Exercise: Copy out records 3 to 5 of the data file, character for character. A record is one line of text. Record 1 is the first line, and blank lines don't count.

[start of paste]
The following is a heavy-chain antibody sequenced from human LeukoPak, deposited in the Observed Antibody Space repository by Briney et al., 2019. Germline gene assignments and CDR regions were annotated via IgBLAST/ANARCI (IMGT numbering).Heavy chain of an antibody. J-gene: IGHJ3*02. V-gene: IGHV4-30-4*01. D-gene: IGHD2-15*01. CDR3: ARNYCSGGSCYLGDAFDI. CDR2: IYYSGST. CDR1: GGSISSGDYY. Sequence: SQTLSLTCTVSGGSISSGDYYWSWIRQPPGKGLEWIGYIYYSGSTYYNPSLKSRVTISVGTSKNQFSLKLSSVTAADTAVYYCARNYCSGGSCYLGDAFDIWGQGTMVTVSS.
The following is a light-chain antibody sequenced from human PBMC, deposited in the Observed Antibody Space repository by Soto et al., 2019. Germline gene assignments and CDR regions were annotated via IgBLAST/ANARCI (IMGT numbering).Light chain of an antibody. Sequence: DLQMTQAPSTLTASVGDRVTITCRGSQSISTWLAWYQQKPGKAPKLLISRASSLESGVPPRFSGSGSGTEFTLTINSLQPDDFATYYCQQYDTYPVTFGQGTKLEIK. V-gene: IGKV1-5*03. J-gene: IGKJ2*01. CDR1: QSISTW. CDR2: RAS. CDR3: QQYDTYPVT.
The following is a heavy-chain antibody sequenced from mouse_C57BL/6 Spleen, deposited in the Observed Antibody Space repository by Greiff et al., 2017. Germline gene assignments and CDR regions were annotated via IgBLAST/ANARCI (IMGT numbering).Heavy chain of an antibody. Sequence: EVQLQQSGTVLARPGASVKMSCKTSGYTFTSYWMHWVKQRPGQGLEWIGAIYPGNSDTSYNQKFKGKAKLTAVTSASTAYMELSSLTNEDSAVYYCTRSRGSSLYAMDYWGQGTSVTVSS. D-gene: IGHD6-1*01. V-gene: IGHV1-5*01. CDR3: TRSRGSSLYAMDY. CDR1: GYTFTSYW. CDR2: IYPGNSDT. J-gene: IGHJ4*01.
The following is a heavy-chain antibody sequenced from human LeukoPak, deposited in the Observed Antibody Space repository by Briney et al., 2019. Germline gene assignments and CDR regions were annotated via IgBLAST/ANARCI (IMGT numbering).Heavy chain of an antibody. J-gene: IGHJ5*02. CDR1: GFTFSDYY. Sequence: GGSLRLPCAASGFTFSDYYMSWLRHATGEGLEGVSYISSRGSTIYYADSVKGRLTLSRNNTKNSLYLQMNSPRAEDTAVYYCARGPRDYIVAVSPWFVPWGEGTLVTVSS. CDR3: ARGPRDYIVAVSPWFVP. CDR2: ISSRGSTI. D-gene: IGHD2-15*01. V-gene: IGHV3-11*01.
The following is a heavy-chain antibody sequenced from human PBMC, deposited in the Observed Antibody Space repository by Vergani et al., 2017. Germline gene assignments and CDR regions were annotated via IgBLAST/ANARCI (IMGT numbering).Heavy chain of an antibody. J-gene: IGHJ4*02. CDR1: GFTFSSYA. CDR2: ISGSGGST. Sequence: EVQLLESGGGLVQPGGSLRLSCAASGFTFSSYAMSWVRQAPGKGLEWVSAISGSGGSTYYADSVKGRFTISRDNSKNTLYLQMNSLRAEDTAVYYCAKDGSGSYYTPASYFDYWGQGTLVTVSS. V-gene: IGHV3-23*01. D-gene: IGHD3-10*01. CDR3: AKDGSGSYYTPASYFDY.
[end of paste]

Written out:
The following is a heavy-chain antibody sequenced from mouse_C57BL/6 Spleen, deposited in the Observed Antibody Space repository by Greiff et al., 2017. Germline gene assignments and CDR regions were annotated via IgBLAST/ANARCI (IMGT numbering).Heavy chain of an antibody. Sequence: EVQLQQSGTVLARPGASVKMSCKTSGYTFTSYWMHWVKQRPGQGLEWIGAIYPGNSDTSYNQKFKGKAKLTAVTSASTAYMELSSLTNEDSAVYYCTRSRGSSLYAMDYWGQGTSVTVSS. D-gene: IGHD6-1*01. V-gene: IGHV1-5*01. CDR3: TRSRGSSLYAMDY. CDR1: GYTFTSYW. CDR2: IYPGNSDT. J-gene: IGHJ4*01.
The following is a heavy-chain antibody sequenced from human LeukoPak, deposited in the Observed Antibody Space repository by Briney et al., 2019. Germline gene assignments and CDR regions were annotated via IgBLAST/ANARCI (IMGT numbering).Heavy chain of an antibody. J-gene: IGHJ5*02. CDR1: GFTFSDYY. Sequence: GGSLRLPCAASGFTFSDYYMSWLRHATGEGLEGVSYISSRGSTIYYADSVKGRLTLSRNNTKNSLYLQMNSPRAEDTAVYYCARGPRDYIVAVSPWFVPWGEGTLVTVSS. CDR3: ARGPRDYIVAVSPWFVP. CDR2: ISSRGSTI. D-gene: IGHD2-15*01. V-gene: IGHV3-11*01.
The following is a heavy-chain antibody sequenced from human PBMC, deposited in the Observed Antibody Space repository by Vergani et al., 2017. Germline gene assignments and CDR regions were annotated via IgBLAST/ANARCI (IMGT numbering).Heavy chain of an antibody. J-gene: IGHJ4*02. CDR1: GFTFSSYA. CDR2: ISGSGGST. Sequence: EVQLLESGGGLVQPGGSLRLSCAASGFTFSSYAMSWVRQAPGKGLEWVSAISGSGGSTYYADSVKGRFTISRDNSKNTLYLQMNSLRAEDTAVYYCAKDGSGSYYTPASYFDYWGQGTLVTVSS. V-gene: IGHV3-23*01. D-gene: IGHD3-10*01. CDR3: AKDGSGSYYTPASYFDY.